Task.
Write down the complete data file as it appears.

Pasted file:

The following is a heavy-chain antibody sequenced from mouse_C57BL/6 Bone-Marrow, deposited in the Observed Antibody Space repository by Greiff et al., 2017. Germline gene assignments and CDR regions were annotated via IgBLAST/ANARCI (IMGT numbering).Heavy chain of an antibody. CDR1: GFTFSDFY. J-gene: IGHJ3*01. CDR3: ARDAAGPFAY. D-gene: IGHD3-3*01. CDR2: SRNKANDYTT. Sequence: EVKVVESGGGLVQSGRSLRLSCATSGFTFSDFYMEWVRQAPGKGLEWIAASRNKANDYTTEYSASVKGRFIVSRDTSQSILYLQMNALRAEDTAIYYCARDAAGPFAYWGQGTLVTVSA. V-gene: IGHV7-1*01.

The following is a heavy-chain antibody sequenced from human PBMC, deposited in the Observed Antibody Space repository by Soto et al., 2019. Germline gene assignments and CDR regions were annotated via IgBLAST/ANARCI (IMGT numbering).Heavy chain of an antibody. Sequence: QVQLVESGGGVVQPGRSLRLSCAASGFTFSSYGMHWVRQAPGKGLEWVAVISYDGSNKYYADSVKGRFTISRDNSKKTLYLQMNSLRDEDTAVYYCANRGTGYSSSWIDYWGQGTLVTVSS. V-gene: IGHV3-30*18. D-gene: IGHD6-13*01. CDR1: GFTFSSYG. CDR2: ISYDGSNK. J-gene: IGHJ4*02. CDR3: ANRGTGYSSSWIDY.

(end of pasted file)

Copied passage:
The following is a heavy-chain antibody sequenced from mouse_C57BL/6 Bone-Marrow, deposited in the Observed Antibody Space repository by Greiff et al., 2017. Germline gene assignments and CDR regions were annotated via IgBLAST/ANARCI (IMGT numbering).Heavy chain of an antibody. CDR1: GFTFSDFY. J-gene: IGHJ3*01. CDR3: ARDAAGPFAY. D-gene: IGHD3-3*01. CDR2: SRNKANDYTT. Sequence: EVKVVESGGGLVQSGRSLRLSCATSGFTFSDFYMEWVRQAPGKGLEWIAASRNKANDYTTEYSASVKGRFIVSRDTSQSILYLQMNALRAEDTAIYYCARDAAGPFAYWGQGTLVTVSA. V-gene: IGHV7-1*01.

The following is a heavy-chain antibody sequenced from human PBMC, deposited in the Observed Antibody Space repository by Soto et al., 2019. Germline gene assignments and CDR regions were annotated via IgBLAST/ANARCI (IMGT numbering).Heavy chain of an antibody. Sequence: QVQLVESGGGVVQPGRSLRLSCAASGFTFSSYGMHWVRQAPGKGLEWVAVISYDGSNKYYADSVKGRFTISRDNSKKTLYLQMNSLRDEDTAVYYCANRGTGYSSSWIDYWGQGTLVTVSS. V-gene: IGHV3-30*18. D-gene: IGHD6-13*01. CDR1: GFTFSSYG. CDR2: ISYDGSNK. J-gene: IGHJ4*02. CDR3: ANRGTGYSSSWIDY.